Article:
Saturday 24 March 2018

Film company's legal action against two Irish film producers will not be dealt with in fast track commercial division of High Court

Four Courts
Four Courts

Tim Healy

A GERMAN film company's legal action against two well known Irish film producers will not be dealt with in the fast track commercial division of the High Court.

Berlin based W2 Filmproduktion Vertriebs GmbH has sued producers Morgan O'Sullivan and James Flynn, claiming it has lost estimated revenues of €25m in relation to activities of Irish registered Octagon Films Ltd in which W2 owns 49 per cent of the shares.

It is seeking damages for alleged breach of contract, breach of duty and breach of fiduciary duty.

The defendants reject W2's "unfounded allegations" against them, which are "an affront" to their good characters.

W2 sought to have the case admitted to fast track Commercial Court but it was opposed by the defendants who argued W2 delayed in bringing the action.

Paul Gardiner SC, for W2, disputed claims of delay bringing the case which he said was clearly a commercial action concerning "a suite of contracts and their meaning".

The defendants were party to a shareholders agreement on foot of which they caused Octagon to suffer loss and there was no culpable delay by his side which had sought information over some time but got that "piecemeal".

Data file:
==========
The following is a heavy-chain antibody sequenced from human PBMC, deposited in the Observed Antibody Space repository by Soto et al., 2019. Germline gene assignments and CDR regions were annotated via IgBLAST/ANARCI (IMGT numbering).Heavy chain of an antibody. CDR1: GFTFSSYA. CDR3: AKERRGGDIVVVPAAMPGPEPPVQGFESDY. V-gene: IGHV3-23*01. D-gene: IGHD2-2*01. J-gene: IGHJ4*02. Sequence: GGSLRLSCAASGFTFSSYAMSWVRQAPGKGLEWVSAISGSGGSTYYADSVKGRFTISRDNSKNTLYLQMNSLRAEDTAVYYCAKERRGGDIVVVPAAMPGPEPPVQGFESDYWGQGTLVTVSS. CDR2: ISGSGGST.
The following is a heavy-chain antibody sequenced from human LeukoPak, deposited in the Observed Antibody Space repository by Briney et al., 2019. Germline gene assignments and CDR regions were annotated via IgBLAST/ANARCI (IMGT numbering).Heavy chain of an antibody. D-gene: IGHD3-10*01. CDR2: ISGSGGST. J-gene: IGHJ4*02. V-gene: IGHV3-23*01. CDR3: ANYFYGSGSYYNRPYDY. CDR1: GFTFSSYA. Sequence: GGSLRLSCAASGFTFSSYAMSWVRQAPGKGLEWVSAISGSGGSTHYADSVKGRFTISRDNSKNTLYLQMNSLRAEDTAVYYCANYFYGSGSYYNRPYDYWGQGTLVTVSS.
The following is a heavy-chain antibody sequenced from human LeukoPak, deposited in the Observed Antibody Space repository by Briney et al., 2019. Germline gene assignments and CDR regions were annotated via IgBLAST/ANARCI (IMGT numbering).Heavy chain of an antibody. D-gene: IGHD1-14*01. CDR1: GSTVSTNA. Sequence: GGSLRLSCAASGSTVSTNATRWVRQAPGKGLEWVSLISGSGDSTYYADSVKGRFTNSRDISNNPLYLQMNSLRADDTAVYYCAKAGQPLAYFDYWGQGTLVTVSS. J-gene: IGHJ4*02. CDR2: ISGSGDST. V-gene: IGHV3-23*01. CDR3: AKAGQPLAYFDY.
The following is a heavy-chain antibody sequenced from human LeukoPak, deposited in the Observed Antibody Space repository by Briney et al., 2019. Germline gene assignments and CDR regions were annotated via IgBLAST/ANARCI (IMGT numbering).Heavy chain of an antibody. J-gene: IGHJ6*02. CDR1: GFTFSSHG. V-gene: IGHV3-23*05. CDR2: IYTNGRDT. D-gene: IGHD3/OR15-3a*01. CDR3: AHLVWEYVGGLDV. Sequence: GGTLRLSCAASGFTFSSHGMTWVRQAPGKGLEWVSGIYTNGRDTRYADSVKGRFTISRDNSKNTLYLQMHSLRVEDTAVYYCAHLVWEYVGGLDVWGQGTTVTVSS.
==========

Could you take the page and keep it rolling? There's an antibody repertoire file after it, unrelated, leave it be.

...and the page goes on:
They needed all that material before finalising the statement of claim and the fact they ultimately got the information showed they were entitled to it, he said.

Lyndon MacCann SC, for the defendants, argued W2 had had sufficient information to allow it bring the case earlier and its delay doing so meant it was not entitled to the benefit of fast-track procedures.

It was also argued W2 should have sought permission to bring a derivative action but failed to do so and their case was bound to fail.

Mr Justice Brian McGovern found, on foot of material including correspondence between the sides dating back to July 2015, there was delay of a kind such as disentitled W2 to have the case fast-tracked.

The matter will now proceed through the regular court lists.

W2 claims Mr Flynn, Monterey, Ballyedmonduff Road, Stepaside, Dublin, and Mr O'Sullivan, Ardmore Park, Bray, Co Wicklow are directors of Octagon. Both have produced successful TV series including The Tudors, The Borgias, Vikings, Love Hate and Raw, and films such as Calvary.

W2, which invests in international film productions, claims it acquired shares under a shareholders agreement in Octagon in 2002 so as to join a successful start up company.

It claims the defendants have breached that agreement causing loss of revenue to Octagon of some €50m, with a consequential loss to W2 of €25m.

Among various claims, it alleges the defendants, while using the Octogon name, have diverted funds, profit and income to themselves personally or corporate entities controlled by them.

In reply, Mr O'Sullivan described allegations against the defendants as "spurious".

W2 claims are "rejected in their entirety," he said.

In his sworn statement, Mr O 'Sullivan said W2's proceedings are based on an "entirely unsubstantiated claim" that pre-existing businesses the defendants were involved with were to be subsumed into Octogon following the shareholders agreement in 2002.

Mr O'Sullivan said for 14 years W2 knew of the continued involvement of the defendants with other companies in other projects but never raised any objection or concern.

He also said that W2 were offered or given any information relating to Octagon that it was entitled to.

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